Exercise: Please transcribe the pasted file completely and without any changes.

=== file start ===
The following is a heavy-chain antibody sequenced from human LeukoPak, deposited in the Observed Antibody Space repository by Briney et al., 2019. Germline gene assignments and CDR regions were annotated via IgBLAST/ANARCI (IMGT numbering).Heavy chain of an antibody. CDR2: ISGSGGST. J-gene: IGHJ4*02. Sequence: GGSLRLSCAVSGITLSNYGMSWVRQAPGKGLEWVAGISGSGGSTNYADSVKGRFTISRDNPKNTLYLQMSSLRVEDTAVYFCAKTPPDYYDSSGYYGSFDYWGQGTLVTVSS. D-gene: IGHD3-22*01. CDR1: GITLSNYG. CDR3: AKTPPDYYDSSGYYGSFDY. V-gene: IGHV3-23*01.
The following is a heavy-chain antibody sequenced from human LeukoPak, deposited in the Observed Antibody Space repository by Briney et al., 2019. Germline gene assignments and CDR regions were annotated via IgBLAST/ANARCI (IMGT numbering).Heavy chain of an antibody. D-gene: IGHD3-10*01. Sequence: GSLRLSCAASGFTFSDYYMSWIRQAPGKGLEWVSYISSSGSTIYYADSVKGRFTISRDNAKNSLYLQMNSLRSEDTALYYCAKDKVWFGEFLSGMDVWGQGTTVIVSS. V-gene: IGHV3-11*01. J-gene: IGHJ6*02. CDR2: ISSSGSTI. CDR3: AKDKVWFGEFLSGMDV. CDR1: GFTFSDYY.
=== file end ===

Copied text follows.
The following is a heavy-chain antibody sequenced from human LeukoPak, deposited in the Observed Antibody Space repository by Briney et al., 2019. Germline gene assignments and CDR regions were annotated via IgBLAST/ANARCI (IMGT numbering).Heavy chain of an antibody. CDR2: ISGSGGST. J-gene: IGHJ4*02. Sequence: GGSLRLSCAVSGITLSNYGMSWVRQAPGKGLEWVAGISGSGGSTNYADSVKGRFTISRDNPKNTLYLQMSSLRVEDTAVYFCAKTPPDYYDSSGYYGSFDYWGQGTLVTVSS. D-gene: IGHD3-22*01. CDR1: GITLSNYG. CDR3: AKTPPDYYDSSGYYGSFDY. V-gene: IGHV3-23*01.
The following is a heavy-chain antibody sequenced from human LeukoPak, deposited in the Observed Antibody Space repository by Briney et al., 2019. Germline gene assignments and CDR regions were annotated via IgBLAST/ANARCI (IMGT numbering).Heavy chain of an antibody. D-gene: IGHD3-10*01. Sequence: GSLRLSCAASGFTFSDYYMSWIRQAPGKGLEWVSYISSSGSTIYYADSVKGRFTISRDNAKNSLYLQMNSLRSEDTALYYCAKDKVWFGEFLSGMDVWGQGTTVIVSS. V-gene: IGHV3-11*01. J-gene: IGHJ6*02. CDR2: ISSSGSTI. CDR3: AKDKVWFGEFLSGMDV. CDR1: GFTFSDYY.